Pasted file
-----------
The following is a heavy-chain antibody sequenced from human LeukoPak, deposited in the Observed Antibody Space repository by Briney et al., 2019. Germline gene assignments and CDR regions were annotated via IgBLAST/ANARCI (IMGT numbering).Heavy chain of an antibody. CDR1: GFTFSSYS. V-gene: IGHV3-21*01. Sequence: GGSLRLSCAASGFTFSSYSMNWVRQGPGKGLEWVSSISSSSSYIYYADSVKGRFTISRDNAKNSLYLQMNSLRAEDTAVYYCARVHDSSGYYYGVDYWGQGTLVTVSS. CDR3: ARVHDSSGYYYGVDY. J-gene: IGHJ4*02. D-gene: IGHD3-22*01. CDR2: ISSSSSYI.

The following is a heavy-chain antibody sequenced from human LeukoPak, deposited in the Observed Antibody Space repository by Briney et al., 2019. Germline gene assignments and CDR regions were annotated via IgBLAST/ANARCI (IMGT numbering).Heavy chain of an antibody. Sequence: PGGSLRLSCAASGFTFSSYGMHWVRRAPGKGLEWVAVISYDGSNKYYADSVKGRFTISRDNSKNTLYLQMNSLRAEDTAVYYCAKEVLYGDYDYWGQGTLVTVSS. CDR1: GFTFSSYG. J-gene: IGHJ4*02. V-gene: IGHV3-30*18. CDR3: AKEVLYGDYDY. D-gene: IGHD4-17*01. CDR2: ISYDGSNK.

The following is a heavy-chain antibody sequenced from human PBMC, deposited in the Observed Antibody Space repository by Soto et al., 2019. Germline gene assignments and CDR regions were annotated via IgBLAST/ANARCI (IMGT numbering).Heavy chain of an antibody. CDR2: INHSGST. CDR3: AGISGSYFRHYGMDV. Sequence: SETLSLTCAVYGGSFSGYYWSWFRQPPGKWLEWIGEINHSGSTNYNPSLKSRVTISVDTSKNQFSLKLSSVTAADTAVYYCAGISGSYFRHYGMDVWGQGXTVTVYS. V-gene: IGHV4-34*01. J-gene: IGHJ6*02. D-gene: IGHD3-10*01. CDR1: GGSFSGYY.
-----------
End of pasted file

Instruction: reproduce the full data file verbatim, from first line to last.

The following is a heavy-chain antibody sequenced from human LeukoPak, deposited in the Observed Antibody Space repository by Briney et al., 2019. Germline gene assignments and CDR regions were annotated via IgBLAST/ANARCI (IMGT numbering).Heavy chain of an antibody. CDR1: GFTFSSYS. V-gene: IGHV3-21*01. Sequence: GGSLRLSCAASGFTFSSYSMNWVRQGPGKGLEWVSSISSSSSYIYYADSVKGRFTISRDNAKNSLYLQMNSLRAEDTAVYYCARVHDSSGYYYGVDYWGQGTLVTVSS. CDR3: ARVHDSSGYYYGVDY. J-gene: IGHJ4*02. D-gene: IGHD3-22*01. CDR2: ISSSSSYI.

The following is a heavy-chain antibody sequenced from human LeukoPak, deposited in the Observed Antibody Space repository by Briney et al., 2019. Germline gene assignments and CDR regions were annotated via IgBLAST/ANARCI (IMGT numbering).Heavy chain of an antibody. Sequence: PGGSLRLSCAASGFTFSSYGMHWVRRAPGKGLEWVAVISYDGSNKYYADSVKGRFTISRDNSKNTLYLQMNSLRAEDTAVYYCAKEVLYGDYDYWGQGTLVTVSS. CDR1: GFTFSSYG. J-gene: IGHJ4*02. V-gene: IGHV3-30*18. CDR3: AKEVLYGDYDY. D-gene: IGHD4-17*01. CDR2: ISYDGSNK.

The following is a heavy-chain antibody sequenced from human PBMC, deposited in the Observed Antibody Space repository by Soto et al., 2019. Germline gene assignments and CDR regions were annotated via IgBLAST/ANARCI (IMGT numbering).Heavy chain of an antibody. CDR2: INHSGST. CDR3: AGISGSYFRHYGMDV. Sequence: SETLSLTCAVYGGSFSGYYWSWFRQPPGKWLEWIGEINHSGSTNYNPSLKSRVTISVDTSKNQFSLKLSSVTAADTAVYYCAGISGSYFRHYGMDVWGQGXTVTVYS. V-gene: IGHV4-34*01. J-gene: IGHJ6*02. D-gene: IGHD3-10*01. CDR1: GGSFSGYY.